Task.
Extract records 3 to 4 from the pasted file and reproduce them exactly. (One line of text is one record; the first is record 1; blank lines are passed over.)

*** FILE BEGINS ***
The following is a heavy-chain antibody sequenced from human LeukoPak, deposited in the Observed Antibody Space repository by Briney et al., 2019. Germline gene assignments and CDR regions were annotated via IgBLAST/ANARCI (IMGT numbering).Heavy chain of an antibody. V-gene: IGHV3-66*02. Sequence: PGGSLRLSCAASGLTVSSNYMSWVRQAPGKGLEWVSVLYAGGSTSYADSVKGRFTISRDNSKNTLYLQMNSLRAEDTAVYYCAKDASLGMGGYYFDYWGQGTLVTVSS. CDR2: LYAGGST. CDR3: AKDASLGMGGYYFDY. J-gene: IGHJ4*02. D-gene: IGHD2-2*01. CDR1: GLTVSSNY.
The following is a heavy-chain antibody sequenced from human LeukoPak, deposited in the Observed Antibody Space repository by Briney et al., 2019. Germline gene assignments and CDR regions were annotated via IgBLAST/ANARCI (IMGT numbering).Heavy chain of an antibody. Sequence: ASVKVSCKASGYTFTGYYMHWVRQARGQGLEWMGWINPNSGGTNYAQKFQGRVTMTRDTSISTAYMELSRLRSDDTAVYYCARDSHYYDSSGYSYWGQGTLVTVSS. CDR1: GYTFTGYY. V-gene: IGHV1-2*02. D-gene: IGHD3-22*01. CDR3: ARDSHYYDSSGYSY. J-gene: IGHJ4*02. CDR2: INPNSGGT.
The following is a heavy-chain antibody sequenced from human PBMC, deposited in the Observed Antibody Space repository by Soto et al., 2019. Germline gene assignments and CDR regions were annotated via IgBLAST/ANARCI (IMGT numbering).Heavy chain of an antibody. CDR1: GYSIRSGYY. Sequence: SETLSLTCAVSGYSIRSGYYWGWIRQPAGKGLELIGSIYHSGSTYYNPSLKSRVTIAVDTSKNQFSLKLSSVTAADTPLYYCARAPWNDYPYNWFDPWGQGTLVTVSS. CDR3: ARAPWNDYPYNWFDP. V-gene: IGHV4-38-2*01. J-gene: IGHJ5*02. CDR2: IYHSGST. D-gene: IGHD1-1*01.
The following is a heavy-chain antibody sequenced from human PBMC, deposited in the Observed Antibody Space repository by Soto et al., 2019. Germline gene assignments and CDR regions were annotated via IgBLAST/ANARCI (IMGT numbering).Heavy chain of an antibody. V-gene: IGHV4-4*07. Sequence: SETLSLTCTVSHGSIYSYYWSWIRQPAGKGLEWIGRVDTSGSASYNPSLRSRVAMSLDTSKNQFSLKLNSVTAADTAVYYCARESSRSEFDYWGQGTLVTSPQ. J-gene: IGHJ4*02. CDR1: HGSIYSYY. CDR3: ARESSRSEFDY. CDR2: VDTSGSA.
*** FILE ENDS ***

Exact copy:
The following is a heavy-chain antibody sequenced from human PBMC, deposited in the Observed Antibody Space repository by Soto et al., 2019. Germline gene assignments and CDR regions were annotated via IgBLAST/ANARCI (IMGT numbering).Heavy chain of an antibody. CDR1: GYSIRSGYY. Sequence: SETLSLTCAVSGYSIRSGYYWGWIRQPAGKGLELIGSIYHSGSTYYNPSLKSRVTIAVDTSKNQFSLKLSSVTAADTPLYYCARAPWNDYPYNWFDPWGQGTLVTVSS. CDR3: ARAPWNDYPYNWFDP. V-gene: IGHV4-38-2*01. J-gene: IGHJ5*02. CDR2: IYHSGST. D-gene: IGHD1-1*01.
The following is a heavy-chain antibody sequenced from human PBMC, deposited in the Observed Antibody Space repository by Soto et al., 2019. Germline gene assignments and CDR regions were annotated via IgBLAST/ANARCI (IMGT numbering).Heavy chain of an antibody. V-gene: IGHV4-4*07. Sequence: SETLSLTCTVSHGSIYSYYWSWIRQPAGKGLEWIGRVDTSGSASYNPSLRSRVAMSLDTSKNQFSLKLNSVTAADTAVYYCARESSRSEFDYWGQGTLVTSPQ. J-gene: IGHJ4*02. CDR1: HGSIYSYY. CDR3: ARESSRSEFDY. CDR2: VDTSGSA.